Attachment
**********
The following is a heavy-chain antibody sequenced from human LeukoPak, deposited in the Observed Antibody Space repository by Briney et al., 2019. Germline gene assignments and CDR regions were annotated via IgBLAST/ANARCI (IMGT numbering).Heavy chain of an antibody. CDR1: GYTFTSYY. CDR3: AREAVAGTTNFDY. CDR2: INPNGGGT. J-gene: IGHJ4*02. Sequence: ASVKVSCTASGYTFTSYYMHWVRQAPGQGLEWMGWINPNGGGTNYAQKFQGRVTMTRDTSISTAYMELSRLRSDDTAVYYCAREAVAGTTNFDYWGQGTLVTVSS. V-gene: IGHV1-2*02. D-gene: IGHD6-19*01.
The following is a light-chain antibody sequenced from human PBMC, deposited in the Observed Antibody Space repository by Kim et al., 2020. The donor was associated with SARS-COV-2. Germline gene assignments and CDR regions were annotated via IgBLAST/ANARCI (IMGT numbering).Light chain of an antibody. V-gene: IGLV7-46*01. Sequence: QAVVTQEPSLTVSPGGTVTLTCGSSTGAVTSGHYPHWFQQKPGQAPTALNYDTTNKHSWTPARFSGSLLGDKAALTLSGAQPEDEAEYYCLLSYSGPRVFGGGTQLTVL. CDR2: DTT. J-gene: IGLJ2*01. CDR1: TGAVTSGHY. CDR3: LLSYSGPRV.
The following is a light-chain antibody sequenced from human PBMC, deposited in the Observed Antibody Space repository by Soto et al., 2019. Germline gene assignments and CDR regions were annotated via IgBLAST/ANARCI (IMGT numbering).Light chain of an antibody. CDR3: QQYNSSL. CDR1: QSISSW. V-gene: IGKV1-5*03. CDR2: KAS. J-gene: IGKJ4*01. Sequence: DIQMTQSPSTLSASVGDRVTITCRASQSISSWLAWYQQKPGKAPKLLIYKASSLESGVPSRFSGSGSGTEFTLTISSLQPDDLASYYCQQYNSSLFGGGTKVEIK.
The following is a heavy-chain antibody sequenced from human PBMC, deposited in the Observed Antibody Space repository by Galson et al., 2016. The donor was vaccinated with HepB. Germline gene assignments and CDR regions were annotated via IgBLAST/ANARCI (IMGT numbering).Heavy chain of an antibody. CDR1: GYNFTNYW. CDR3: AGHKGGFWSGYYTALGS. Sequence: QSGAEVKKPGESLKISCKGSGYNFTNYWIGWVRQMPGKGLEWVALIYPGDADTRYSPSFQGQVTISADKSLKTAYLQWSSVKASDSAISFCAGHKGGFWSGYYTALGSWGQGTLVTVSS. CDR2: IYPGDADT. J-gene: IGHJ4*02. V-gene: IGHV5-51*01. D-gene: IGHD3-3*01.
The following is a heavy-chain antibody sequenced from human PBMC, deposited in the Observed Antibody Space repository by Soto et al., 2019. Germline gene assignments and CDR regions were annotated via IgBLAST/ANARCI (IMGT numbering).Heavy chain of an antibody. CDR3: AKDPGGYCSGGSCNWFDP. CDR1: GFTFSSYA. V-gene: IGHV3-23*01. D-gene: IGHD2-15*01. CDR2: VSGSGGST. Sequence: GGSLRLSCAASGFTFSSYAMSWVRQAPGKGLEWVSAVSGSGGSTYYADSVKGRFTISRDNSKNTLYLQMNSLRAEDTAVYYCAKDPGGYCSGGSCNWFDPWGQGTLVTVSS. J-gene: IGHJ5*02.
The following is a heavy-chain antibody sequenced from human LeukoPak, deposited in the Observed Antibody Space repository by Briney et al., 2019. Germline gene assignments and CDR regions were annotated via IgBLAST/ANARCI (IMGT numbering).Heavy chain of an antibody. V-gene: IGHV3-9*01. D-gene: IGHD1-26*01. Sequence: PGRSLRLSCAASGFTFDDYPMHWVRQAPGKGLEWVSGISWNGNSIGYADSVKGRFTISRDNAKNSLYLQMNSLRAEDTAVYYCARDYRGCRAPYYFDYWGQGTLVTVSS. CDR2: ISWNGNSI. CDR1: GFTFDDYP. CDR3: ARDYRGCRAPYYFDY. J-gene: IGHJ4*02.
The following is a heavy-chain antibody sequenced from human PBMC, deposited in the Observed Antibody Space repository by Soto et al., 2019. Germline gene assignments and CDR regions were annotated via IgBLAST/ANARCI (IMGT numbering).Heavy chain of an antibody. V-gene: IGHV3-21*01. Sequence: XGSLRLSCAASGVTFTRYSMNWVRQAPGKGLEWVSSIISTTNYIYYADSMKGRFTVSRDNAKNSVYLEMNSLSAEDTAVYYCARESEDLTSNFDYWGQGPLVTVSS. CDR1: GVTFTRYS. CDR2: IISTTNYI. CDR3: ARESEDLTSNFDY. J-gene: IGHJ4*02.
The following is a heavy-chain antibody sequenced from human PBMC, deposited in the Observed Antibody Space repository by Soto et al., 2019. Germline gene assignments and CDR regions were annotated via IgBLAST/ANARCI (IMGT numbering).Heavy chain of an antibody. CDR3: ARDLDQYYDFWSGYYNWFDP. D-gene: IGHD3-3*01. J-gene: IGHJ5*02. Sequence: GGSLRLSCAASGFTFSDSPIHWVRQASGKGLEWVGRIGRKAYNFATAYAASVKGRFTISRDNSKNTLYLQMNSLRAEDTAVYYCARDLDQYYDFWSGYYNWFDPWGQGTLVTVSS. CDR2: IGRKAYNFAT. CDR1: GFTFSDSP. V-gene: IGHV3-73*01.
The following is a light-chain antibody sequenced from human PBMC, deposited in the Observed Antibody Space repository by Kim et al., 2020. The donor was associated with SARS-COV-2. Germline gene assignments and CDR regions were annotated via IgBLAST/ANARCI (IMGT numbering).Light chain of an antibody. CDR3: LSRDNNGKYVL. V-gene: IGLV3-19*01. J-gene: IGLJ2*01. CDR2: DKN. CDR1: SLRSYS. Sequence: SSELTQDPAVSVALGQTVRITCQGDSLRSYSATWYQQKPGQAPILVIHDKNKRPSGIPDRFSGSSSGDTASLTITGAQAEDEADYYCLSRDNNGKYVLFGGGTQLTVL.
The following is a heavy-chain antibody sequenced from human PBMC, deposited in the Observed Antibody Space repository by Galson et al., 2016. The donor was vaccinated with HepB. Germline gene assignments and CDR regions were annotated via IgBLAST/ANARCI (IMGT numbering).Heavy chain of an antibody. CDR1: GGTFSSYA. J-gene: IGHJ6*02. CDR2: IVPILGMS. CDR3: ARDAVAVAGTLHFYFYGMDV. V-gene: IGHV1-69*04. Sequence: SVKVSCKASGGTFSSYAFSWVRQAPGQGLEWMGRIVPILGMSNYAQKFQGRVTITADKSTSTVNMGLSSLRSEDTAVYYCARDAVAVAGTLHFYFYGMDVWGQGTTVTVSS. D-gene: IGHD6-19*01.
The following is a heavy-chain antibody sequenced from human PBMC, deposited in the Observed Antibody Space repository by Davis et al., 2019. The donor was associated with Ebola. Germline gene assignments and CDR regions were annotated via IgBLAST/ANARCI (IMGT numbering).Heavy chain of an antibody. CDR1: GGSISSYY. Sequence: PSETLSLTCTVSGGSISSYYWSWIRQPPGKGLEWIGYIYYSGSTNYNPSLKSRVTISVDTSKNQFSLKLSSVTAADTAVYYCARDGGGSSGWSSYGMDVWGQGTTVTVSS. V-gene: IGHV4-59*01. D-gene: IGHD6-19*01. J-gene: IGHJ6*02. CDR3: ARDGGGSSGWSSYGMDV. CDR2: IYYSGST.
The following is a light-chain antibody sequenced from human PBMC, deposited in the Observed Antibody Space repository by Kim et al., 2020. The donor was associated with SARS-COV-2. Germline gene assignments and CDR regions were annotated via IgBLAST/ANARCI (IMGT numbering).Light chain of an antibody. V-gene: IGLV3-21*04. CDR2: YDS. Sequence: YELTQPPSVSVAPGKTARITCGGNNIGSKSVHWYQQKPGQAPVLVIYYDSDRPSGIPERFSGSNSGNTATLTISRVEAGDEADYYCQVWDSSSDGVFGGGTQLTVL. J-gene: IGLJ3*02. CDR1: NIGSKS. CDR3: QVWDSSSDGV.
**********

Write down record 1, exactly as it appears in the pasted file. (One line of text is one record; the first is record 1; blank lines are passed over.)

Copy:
The following is a heavy-chain antibody sequenced from human LeukoPak, deposited in the Observed Antibody Space repository by Briney et al., 2019. Germline gene assignments and CDR regions were annotated via IgBLAST/ANARCI (IMGT numbering).Heavy chain of an antibody. CDR1: GYTFTSYY. CDR3: AREAVAGTTNFDY. CDR2: INPNGGGT. J-gene: IGHJ4*02. Sequence: ASVKVSCTASGYTFTSYYMHWVRQAPGQGLEWMGWINPNGGGTNYAQKFQGRVTMTRDTSISTAYMELSRLRSDDTAVYYCAREAVAGTTNFDYWGQGTLVTVSS. V-gene: IGHV1-2*02. D-gene: IGHD6-19*01.